Treatment of Lumbar Instability Without Surgery For AthletesSports athletes are not immune to low back pain. Bony defects such as spondylolysis and spondylolisthesis present from birth or as a result of stress fractures from overuse can be a common cause of lumbar instability. In the case of spondylolysis, the supporting bony column (called the pars interarticularis) fractures. If the fracture displaces (separates) and the vertebral body shifts forward, the condition is referred to as spondylolisthesis.
It is estimated that nearly half of all low back pain in athletes comes from spondylolysis/spondylolisthesis. And there isn't one main sport or activity where these injuries occur most often. Anyone who participates in a sport that includes extension of the spine with rotation (and especially rotation with compression or load) is at risk. For example, this condition has been reported in dancers, gymnasts, figure skaters, weight lifters, and football players.
As you might imagine, most athletes would prefer a nonoperative approach to treatment -- but preferably one that gets them back on their feet and returns them to full participation quickly. In an effort to identify the most helpful conservative (nonoperative) care for these patients, a group of physical therapists conducted this systematic review and reported their findings.
They conducted a computer-assisted search of articles published in English over a span of 46 years (from 1966 to 2012). After gathering all the acceptable articles and compiling all the information, the authors organized the data into five tables. Information in these tables included:
1) Description of each study (design, patient demographics, training type and duration)
2) Type of injury (acute versus chronic, severity) and type of surgery (decompression, fusion, fusion with or without instrumentation)
3) Comparison of outcomes for nonoperative treatments (bracing versus activity restriction)
4) Comparison of outcomes for nonoperative treatments (bracing and physical therapy versus placebo/control)
5) Results for exercise interventions (core training, back strengthening, postural exercises, general exercise)
Although the information was carefully organized, as it turned out, many of the studies collected (and reported on) different things. There wasn't enough consistency across studies to make comparisons with meaning. The authors report "limited investigation" and "lack of homogeneity" as the two main reasons there was no consensus on the role of conservative care or on outcomes of nonoperative care versus surgery for this condition.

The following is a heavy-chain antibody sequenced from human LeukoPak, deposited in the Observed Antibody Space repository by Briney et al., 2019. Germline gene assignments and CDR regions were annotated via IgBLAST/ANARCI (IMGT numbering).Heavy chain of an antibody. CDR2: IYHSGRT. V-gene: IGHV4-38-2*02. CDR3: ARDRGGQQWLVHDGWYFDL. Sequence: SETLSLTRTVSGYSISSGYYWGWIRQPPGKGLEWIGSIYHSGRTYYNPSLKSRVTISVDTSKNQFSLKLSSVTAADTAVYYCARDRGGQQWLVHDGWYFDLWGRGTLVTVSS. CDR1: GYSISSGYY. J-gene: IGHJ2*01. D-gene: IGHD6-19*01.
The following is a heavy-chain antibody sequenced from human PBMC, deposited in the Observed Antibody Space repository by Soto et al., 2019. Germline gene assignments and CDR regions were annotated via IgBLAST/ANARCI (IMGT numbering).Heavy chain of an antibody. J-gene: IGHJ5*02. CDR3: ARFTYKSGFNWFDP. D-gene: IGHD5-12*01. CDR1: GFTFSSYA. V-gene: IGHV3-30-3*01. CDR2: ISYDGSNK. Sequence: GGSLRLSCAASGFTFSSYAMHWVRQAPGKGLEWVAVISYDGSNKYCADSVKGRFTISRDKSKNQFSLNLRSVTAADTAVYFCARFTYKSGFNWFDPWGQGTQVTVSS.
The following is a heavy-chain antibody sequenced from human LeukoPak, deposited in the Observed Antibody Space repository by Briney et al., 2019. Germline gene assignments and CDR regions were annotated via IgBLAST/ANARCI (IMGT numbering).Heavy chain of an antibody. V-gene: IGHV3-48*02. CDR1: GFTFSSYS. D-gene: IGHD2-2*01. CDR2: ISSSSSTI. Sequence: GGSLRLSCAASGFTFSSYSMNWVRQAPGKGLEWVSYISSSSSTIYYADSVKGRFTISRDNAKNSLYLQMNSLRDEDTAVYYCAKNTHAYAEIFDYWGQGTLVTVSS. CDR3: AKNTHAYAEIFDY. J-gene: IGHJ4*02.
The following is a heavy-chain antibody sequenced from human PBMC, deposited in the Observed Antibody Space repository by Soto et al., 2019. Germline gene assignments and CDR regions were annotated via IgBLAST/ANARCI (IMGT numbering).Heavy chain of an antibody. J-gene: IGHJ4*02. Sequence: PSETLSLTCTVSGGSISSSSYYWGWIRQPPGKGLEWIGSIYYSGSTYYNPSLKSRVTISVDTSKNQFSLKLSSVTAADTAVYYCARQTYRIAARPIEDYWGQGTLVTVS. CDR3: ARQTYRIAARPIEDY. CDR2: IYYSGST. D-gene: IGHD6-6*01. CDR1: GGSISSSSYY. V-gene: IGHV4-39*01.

There was one other major stumbling block in studying the effects of exercise: poor patient compliance. In other words, the patients didn't do the exercises as prescribed (or didn't do them at all)! With the limited evidence available, the best that can be said is that surgery (over conservative care) seems to be most effective for higher grades of vertebral slippage. And exercise to strengthen the core muscles (abdominals and trunk stabilizers) decreases pain and improves function.
No evidence but clear consensus (based on expert opinion or case studies suggest) suggested that bracing works better for healing the fracture when compared with restricted activity for children and teens with spondylolysis (fracture without separation). In adults, lumbar exercises helped some people recover and return to work. But there was inconsistency in the most effective type of lumbar exercises. For example, some people responded to extension exercises better than flexion exercises and vice versa.
This very carefully constructed systematic review of the results of conservative (nonoperative care) for low back pain in athletes caused by spondylolysis or spondylolisthesis faced some challenges because of limitations in how studies are conducted. The lack of consensus or evidence-based agreement on the best way to treat these patients must be addressed in future high-quality research.
Matthew Garet, PT, DPT, OCS, FAAOMPT, et al. Nonoperative Treatment in Lumbar Spondylolysis and Spondylolisthesis: A Systematic Review. In Sports Health. May/June 2013. Vol. 5. No. 3. Pp. 225-232.
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